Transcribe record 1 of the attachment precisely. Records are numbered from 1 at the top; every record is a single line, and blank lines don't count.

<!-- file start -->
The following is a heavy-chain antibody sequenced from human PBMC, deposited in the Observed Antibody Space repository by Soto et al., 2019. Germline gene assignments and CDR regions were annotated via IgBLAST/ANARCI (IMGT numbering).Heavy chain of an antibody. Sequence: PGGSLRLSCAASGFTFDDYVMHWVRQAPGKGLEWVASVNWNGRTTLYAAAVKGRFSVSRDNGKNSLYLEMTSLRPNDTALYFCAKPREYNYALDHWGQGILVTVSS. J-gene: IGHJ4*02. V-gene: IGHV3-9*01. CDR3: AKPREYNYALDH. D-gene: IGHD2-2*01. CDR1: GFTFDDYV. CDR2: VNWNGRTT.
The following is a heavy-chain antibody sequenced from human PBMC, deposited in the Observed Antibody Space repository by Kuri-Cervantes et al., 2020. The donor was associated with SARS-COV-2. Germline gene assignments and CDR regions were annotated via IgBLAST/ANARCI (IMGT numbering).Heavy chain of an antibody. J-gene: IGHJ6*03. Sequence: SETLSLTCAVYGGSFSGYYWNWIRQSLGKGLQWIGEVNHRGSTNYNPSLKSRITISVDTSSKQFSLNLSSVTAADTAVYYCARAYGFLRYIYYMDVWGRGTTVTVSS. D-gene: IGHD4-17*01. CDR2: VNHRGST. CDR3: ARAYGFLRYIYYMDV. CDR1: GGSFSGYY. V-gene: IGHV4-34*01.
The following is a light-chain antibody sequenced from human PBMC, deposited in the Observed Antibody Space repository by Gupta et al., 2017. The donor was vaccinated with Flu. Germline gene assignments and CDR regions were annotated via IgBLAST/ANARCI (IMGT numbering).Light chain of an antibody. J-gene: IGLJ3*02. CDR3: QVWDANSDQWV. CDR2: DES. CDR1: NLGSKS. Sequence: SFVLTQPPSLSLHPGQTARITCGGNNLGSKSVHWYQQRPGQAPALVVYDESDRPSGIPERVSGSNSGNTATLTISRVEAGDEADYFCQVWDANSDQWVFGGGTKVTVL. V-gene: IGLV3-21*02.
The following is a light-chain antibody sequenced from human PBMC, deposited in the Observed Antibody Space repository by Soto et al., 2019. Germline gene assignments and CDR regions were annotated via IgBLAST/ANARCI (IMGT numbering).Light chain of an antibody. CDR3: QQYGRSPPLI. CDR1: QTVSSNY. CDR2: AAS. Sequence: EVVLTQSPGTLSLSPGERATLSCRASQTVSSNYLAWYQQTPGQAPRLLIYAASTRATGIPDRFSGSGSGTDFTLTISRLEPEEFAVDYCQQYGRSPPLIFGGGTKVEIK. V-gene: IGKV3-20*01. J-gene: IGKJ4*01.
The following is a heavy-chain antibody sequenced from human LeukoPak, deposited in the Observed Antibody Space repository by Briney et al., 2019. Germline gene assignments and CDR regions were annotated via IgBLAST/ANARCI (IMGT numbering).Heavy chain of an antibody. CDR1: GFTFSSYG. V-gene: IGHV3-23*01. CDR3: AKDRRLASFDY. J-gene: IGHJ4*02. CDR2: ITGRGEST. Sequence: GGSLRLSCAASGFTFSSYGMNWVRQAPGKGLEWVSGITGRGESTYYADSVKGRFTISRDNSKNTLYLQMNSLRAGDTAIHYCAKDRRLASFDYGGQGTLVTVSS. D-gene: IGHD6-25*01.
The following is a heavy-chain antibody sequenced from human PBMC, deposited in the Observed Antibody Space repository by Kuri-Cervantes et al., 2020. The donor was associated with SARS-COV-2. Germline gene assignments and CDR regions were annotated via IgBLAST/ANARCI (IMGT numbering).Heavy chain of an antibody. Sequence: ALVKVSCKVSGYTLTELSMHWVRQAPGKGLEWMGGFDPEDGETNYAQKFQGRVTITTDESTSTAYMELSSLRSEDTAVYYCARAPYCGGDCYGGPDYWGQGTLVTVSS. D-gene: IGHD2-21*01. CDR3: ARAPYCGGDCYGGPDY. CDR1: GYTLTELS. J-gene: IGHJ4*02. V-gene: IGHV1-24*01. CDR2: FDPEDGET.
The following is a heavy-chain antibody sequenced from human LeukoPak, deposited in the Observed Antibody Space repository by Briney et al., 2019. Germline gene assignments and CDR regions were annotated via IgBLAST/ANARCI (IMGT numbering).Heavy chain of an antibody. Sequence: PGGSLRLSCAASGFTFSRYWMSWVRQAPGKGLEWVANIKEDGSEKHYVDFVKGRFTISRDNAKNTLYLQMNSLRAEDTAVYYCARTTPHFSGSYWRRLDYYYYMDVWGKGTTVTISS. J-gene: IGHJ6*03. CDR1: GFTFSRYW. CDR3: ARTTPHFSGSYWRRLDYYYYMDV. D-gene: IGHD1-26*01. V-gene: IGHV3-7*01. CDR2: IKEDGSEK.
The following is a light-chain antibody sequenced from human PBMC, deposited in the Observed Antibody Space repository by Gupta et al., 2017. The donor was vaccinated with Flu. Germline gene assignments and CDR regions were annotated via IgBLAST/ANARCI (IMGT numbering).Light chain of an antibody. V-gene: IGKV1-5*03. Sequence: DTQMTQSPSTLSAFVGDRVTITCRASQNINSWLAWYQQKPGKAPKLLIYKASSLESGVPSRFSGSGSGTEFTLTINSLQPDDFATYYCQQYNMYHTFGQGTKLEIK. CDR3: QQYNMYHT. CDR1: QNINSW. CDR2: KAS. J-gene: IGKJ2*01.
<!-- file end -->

The following is a heavy-chain antibody sequenced from human PBMC, deposited in the Observed Antibody Space repository by Soto et al., 2019. Germline gene assignments and CDR regions were annotated via IgBLAST/ANARCI (IMGT numbering).Heavy chain of an antibody. Sequence: PGGSLRLSCAASGFTFDDYVMHWVRQAPGKGLEWVASVNWNGRTTLYAAAVKGRFSVSRDNGKNSLYLEMTSLRPNDTALYFCAKPREYNYALDHWGQGILVTVSS. J-gene: IGHJ4*02. V-gene: IGHV3-9*01. CDR3: AKPREYNYALDH. D-gene: IGHD2-2*01. CDR1: GFTFDDYV. CDR2: VNWNGRTT.